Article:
From the NY Times. A UU ministerial colleague wrote that having seen this he now understood why he might want to get on Twitter. I know lots of folks who say they don’t like or don’t want to be involved with Tweeting. That’s fine. They don’t have to do so if it doesn’t work for them, but our institutions and leaders need to realize the potential audience we might not be reaching. It would be akin to saying I don’t want to speak a foreign language, so therefore we ought not publish our materials in anything other than English…kinda silly.
Here’s the article:
When a Twitter staff member set out to answer that question 10 months ago, he thought the answer would emerge among posts from N.B.A. players, politicians or actors. Instead, he found a mystery: a set of messages that were ricocheting around Twitter, being forwarded and responded to at a rate that was off the charts.
“They were punching way above their weight,” said Robin Sloan, who discovered the anomaly but did not recognize the names behind the tweets.
Joyce Meyer, Max Lucado and Andy Stanley were not well known inside Twitter’s offices. But they had all built loyal ranks of followers well beyond their social networks — they were evangelical Christian leaders whose inspirational messages of God’s love perform about 30 times as well as Twitter messages from pop culture powerhouses like Lady Gaga.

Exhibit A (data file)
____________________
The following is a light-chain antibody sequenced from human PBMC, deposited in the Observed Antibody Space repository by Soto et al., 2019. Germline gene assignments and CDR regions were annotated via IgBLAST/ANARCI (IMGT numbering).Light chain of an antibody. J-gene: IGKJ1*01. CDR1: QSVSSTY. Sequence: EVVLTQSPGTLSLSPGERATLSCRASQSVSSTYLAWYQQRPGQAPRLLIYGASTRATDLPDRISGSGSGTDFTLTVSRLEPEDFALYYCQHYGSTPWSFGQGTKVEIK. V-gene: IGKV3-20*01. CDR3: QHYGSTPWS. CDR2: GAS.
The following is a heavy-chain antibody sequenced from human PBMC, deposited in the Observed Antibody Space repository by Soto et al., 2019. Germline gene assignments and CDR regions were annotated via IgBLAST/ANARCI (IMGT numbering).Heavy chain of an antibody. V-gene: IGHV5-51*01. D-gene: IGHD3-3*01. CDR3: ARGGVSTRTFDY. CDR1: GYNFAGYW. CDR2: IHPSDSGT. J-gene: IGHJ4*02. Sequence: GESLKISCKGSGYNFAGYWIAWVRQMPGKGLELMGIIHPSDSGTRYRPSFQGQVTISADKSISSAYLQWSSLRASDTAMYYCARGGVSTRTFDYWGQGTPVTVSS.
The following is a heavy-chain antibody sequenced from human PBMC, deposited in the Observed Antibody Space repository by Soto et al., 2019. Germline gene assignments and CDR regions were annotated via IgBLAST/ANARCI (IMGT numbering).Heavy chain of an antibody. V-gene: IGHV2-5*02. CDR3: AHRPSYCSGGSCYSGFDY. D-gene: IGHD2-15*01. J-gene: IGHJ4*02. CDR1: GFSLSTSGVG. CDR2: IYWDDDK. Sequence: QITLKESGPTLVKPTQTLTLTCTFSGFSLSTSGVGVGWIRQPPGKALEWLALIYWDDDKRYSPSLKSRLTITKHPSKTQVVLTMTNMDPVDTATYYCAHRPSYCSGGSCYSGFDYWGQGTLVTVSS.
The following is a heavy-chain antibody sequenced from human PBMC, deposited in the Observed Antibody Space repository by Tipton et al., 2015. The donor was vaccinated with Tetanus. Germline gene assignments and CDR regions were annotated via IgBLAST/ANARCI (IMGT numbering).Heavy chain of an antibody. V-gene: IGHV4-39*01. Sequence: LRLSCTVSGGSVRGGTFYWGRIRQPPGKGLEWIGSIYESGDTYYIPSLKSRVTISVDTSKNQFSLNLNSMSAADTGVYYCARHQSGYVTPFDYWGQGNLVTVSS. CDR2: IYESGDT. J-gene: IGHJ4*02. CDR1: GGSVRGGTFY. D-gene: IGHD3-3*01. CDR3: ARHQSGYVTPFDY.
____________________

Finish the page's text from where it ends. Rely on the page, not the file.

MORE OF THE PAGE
Fifteen percent of adult Internet users in the United States are on Twitter, and about half of those use the network every day, according to a report published this week by the Pew Research Center. But Twitter is always looking for ways to add new users. And so, with this new insight, the company sent a senior executive, Claire Díaz-Ortiz, on a mission: to bring more religious leaders into the Twitter fold.
“We had looked at different groups, like C.E.O.’s and high-level executives, thinking, oh, do we need to spend more time with them?” she said. “And then this religion thing popped up.”
Last month, Ms. Díaz-Ortiz — who has an M.B.A. from Oxford, and whose many years abroad include work at a Christian orphanage in Kenya — moved from San Francisco to Atlanta to be closer to the evangelical leaders she would be calling on. With religious leaders, she said, “it’s so much about being at the table and breaking bread with folks.”
Now she spends half of her time on the road, offering training, analytics and help to swat away impostor accounts, as well as encouraging leaders to be less promotional and more personal in their posts. Twitter has offered similar support to celebrities and athletes since the company’s founding.